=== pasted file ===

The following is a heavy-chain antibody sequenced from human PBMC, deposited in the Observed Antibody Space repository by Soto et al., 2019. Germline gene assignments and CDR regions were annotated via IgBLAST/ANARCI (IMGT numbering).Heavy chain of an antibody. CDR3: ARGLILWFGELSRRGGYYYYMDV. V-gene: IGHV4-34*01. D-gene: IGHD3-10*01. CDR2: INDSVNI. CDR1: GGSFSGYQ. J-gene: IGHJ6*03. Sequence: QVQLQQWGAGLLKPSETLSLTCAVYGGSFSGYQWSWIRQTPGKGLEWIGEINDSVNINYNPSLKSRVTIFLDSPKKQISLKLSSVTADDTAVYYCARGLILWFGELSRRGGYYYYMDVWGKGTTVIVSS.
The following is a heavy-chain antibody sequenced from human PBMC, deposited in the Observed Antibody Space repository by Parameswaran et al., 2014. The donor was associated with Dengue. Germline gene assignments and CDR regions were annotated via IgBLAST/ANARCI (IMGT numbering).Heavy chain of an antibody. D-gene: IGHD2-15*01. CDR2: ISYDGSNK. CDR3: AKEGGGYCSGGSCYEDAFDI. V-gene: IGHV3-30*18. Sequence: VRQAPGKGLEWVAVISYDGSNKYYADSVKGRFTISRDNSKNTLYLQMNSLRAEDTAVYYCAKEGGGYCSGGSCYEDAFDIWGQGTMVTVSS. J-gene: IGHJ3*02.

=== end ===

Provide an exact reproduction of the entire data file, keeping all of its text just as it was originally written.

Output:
The following is a heavy-chain antibody sequenced from human PBMC, deposited in the Observed Antibody Space repository by Soto et al., 2019. Germline gene assignments and CDR regions were annotated via IgBLAST/ANARCI (IMGT numbering).Heavy chain of an antibody. CDR3: ARGLILWFGELSRRGGYYYYMDV. V-gene: IGHV4-34*01. D-gene: IGHD3-10*01. CDR2: INDSVNI. CDR1: GGSFSGYQ. J-gene: IGHJ6*03. Sequence: QVQLQQWGAGLLKPSETLSLTCAVYGGSFSGYQWSWIRQTPGKGLEWIGEINDSVNINYNPSLKSRVTIFLDSPKKQISLKLSSVTADDTAVYYCARGLILWFGELSRRGGYYYYMDVWGKGTTVIVSS.
The following is a heavy-chain antibody sequenced from human PBMC, deposited in the Observed Antibody Space repository by Parameswaran et al., 2014. The donor was associated with Dengue. Germline gene assignments and CDR regions were annotated via IgBLAST/ANARCI (IMGT numbering).Heavy chain of an antibody. D-gene: IGHD2-15*01. CDR2: ISYDGSNK. CDR3: AKEGGGYCSGGSCYEDAFDI. V-gene: IGHV3-30*18. Sequence: VRQAPGKGLEWVAVISYDGSNKYYADSVKGRFTISRDNSKNTLYLQMNSLRAEDTAVYYCAKEGGGYCSGGSCYEDAFDIWGQGTMVTVSS. J-gene: IGHJ3*02.